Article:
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Bank:Federal Reserve Bank of Dallas  Series:Economic Letter 

Journal Article
How the U.S. tax system stacks up against other G-7 economies

The recent financial crisis, Europe?s sovereign debt problems and the U.S. political dispute about raising the national debt ceiling have prompted fiscal policy debate about the size of government and the type of tax structure needed to fund public expenditures. ; Government revenue of the so-called Group of Seven (G-7) largest industrialized nations expressed as a percentage of gross domestic product (GDP) from 1970 to 2009 generally trended upward before stabilizing in the 1990s (Chart 1). Revenue averaged 27 percent of GDP in 1970, rising to 36 percent in 2009. Over the past four decades, ...
Economic Letter , Volume 6

Journal Article
Laying the foundation for a mortgage industry in Mexico

Economic Letter , Volume 1

Journal Article
Global, National Business Cycles and Energy Explain Texas Metro Growth

A mix of global, national and state-specific shocks help drive employment fluctuations between U.S. states. Econometric modeling shows such differences among metropolitan areas also reflect a mix of shocks. Texas cities strongly tied to oil and gas activity appear more affected by energy-sector shocks than other metros in the state.
Economic Letter , Volume 13 , Issue 4 , Pages 1-4

Journal Article
The 'Great Moderation' in output and employment volatility: an update

The reduced aggregate volatility that began in 1984 has continued into the new millennium.
Economic Letter , Volume 2

Journal Article
Fed intervention: managing moral hazard in financial crises

At the end of September 2008, U.S. policymakers had been working for more than a year to contain the shock waves from plunging home prices and the subsequent financial market turmoil. For the Federal Reserve, the crisis has given new meaning to the adage that extraordinary times call for extraordinary measures. The central bank has dusted off Depression-era powers and rewritten old rules to address serious risks to the global financial system.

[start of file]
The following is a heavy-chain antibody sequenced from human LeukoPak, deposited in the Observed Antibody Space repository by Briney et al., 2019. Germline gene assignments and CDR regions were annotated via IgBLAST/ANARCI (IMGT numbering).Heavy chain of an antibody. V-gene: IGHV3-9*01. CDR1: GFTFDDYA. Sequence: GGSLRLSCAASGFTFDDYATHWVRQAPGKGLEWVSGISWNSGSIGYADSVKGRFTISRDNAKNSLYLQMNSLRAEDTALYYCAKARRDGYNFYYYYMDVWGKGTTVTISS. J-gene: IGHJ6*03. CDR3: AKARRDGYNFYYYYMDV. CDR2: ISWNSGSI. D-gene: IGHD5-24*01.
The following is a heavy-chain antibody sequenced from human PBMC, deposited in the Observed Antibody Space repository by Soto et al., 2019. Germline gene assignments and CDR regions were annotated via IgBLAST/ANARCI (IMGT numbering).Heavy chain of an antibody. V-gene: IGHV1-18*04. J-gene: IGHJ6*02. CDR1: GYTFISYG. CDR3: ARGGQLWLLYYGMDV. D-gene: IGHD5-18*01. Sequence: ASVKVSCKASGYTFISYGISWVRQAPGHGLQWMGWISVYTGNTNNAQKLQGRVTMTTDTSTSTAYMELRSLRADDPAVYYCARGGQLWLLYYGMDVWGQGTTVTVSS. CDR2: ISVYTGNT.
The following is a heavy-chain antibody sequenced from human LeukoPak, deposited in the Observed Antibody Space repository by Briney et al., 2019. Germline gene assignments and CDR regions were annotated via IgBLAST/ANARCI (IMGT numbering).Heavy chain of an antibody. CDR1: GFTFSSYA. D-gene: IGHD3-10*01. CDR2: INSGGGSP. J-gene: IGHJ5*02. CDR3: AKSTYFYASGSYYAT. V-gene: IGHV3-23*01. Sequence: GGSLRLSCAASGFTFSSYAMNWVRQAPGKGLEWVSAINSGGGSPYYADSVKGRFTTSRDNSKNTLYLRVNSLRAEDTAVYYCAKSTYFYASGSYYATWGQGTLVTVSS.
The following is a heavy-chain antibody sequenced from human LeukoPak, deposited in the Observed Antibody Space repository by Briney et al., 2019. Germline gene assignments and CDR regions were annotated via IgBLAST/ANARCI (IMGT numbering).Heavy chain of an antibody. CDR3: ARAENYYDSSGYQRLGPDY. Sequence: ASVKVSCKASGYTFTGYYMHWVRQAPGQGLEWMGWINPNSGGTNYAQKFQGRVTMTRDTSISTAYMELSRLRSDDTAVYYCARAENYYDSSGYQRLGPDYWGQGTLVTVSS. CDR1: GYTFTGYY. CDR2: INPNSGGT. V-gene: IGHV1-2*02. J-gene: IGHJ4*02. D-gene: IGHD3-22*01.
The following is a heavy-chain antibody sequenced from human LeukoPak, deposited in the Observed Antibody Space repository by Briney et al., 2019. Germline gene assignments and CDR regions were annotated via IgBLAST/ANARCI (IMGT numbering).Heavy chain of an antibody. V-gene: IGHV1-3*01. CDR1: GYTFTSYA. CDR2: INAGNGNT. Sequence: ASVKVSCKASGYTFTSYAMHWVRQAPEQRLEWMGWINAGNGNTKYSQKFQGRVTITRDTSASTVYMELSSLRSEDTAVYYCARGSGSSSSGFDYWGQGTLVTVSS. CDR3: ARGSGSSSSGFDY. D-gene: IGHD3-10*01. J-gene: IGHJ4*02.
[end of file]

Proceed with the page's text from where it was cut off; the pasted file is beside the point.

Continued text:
Economic Letter , Volume 3

Journal Article
Upstream capital flows: why emerging markets send savings to advanced economies

Emerging market economic growth during the global recovery has exceeded performance in advanced economies. This differential has triggered a rush of private capital inflows to the emerging markets from investors seeking to maximize returns. While capital flows typically benefit receiving economies, sudden surges or stops may pose challenges for economic development.[1] The recent revival of private inflows has put pressure on prices and currencies of some emerging economies, leading them to impose capital controls. Moreover, some observers have argued that accommodative monetary policies in ...
Economic Letter , Volume 6

Journal Article
The Big Mac: a global-to-local look at pricing

The global, national, regional and local factors that shape price-setting behavior are complex, even for a relatively simple product that's neither easily tradable nor wholly nontradable.
Economic Letter , Volume 3

Journal Article
Global and National Shocks Explain A Large Share of State Job Growth

Global and U.S. national shocks on average appear to equally explain more than half of the fluctuations in state employment growth, an important measure of assessing real economic activity. The overall assessment, however, conceals a wide variation among states.
Economic Letter , Volume 12 , Issue 10 , Pages 1-4

Journal Article
Smaller Banks Less Able to Withstand Flattening Yield Curve

For the overall U.S. banking system, the effect on profitability of yield-curve flattening?the lowering of the difference between the yields of short- and long-term debt?lasts about a year and is relatively small. After the first year, the impact on large banks? profitability becomes positive; for smaller institutions, it stays negative and becomes larger. Recent yield-curve flattening is likely to more strongly affect smaller banks, reducing their profitability.
Economic Letter , Volume 13 , Issue 8 , Pages 1-4

Journal Article
Manning the gates: migration policy in the Great Recession

During the downturn, advanced economies as well as developing countries adopted policies ranging from keeping new migrants out to encouraging resident migrants to leave.
Economic Letter , Volume 5




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